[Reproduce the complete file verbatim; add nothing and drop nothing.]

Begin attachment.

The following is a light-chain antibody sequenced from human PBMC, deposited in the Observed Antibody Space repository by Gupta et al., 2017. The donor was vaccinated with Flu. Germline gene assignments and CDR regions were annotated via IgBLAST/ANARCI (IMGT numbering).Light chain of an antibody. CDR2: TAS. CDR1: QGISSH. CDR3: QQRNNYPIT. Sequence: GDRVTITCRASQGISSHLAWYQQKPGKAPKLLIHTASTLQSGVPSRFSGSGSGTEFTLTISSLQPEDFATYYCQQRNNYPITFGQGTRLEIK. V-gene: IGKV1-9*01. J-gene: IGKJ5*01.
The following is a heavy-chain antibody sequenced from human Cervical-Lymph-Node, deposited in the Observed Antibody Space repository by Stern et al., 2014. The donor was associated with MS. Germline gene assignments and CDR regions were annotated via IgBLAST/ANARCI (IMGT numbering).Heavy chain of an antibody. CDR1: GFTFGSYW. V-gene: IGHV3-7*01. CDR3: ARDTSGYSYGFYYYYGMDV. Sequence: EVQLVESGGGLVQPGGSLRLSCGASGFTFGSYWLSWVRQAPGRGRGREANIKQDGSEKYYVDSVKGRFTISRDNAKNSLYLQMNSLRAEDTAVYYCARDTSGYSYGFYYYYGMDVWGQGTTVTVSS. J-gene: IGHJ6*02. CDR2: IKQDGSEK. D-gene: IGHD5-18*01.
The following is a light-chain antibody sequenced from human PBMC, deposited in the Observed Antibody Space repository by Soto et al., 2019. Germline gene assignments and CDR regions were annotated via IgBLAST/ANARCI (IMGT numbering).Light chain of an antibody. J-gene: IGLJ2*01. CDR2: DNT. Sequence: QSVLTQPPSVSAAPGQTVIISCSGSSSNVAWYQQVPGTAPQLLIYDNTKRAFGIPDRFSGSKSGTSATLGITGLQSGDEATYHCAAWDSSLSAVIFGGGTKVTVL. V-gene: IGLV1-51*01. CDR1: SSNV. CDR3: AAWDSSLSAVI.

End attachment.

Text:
The following is a light-chain antibody sequenced from human PBMC, deposited in the Observed Antibody Space repository by Gupta et al., 2017. The donor was vaccinated with Flu. Germline gene assignments and CDR regions were annotated via IgBLAST/ANARCI (IMGT numbering).Light chain of an antibody. CDR2: TAS. CDR1: QGISSH. CDR3: QQRNNYPIT. Sequence: GDRVTITCRASQGISSHLAWYQQKPGKAPKLLIHTASTLQSGVPSRFSGSGSGTEFTLTISSLQPEDFATYYCQQRNNYPITFGQGTRLEIK. V-gene: IGKV1-9*01. J-gene: IGKJ5*01.
The following is a heavy-chain antibody sequenced from human Cervical-Lymph-Node, deposited in the Observed Antibody Space repository by Stern et al., 2014. The donor was associated with MS. Germline gene assignments and CDR regions were annotated via IgBLAST/ANARCI (IMGT numbering).Heavy chain of an antibody. CDR1: GFTFGSYW. V-gene: IGHV3-7*01. CDR3: ARDTSGYSYGFYYYYGMDV. Sequence: EVQLVESGGGLVQPGGSLRLSCGASGFTFGSYWLSWVRQAPGRGRGREANIKQDGSEKYYVDSVKGRFTISRDNAKNSLYLQMNSLRAEDTAVYYCARDTSGYSYGFYYYYGMDVWGQGTTVTVSS. J-gene: IGHJ6*02. CDR2: IKQDGSEK. D-gene: IGHD5-18*01.
The following is a light-chain antibody sequenced from human PBMC, deposited in the Observed Antibody Space repository by Soto et al., 2019. Germline gene assignments and CDR regions were annotated via IgBLAST/ANARCI (IMGT numbering).Light chain of an antibody. J-gene: IGLJ2*01. CDR2: DNT. Sequence: QSVLTQPPSVSAAPGQTVIISCSGSSSNVAWYQQVPGTAPQLLIYDNTKRAFGIPDRFSGSKSGTSATLGITGLQSGDEATYHCAAWDSSLSAVIFGGGTKVTVL. V-gene: IGLV1-51*01. CDR1: SSNV. CDR3: AAWDSSLSAVI.